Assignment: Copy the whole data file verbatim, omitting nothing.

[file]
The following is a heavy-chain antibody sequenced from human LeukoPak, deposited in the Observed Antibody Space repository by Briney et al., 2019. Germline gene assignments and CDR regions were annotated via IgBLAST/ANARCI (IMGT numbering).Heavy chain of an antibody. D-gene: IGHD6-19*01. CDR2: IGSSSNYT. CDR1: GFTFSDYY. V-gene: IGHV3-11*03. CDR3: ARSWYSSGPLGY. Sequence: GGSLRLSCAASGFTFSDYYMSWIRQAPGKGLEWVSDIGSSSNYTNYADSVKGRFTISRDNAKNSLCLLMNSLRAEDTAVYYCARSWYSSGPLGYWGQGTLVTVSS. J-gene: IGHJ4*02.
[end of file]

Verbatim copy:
The following is a heavy-chain antibody sequenced from human LeukoPak, deposited in the Observed Antibody Space repository by Briney et al., 2019. Germline gene assignments and CDR regions were annotated via IgBLAST/ANARCI (IMGT numbering).Heavy chain of an antibody. D-gene: IGHD6-19*01. CDR2: IGSSSNYT. CDR1: GFTFSDYY. V-gene: IGHV3-11*03. CDR3: ARSWYSSGPLGY. Sequence: GGSLRLSCAASGFTFSDYYMSWIRQAPGKGLEWVSDIGSSSNYTNYADSVKGRFTISRDNAKNSLCLLMNSLRAEDTAVYYCARSWYSSGPLGYWGQGTLVTVSS. J-gene: IGHJ4*02.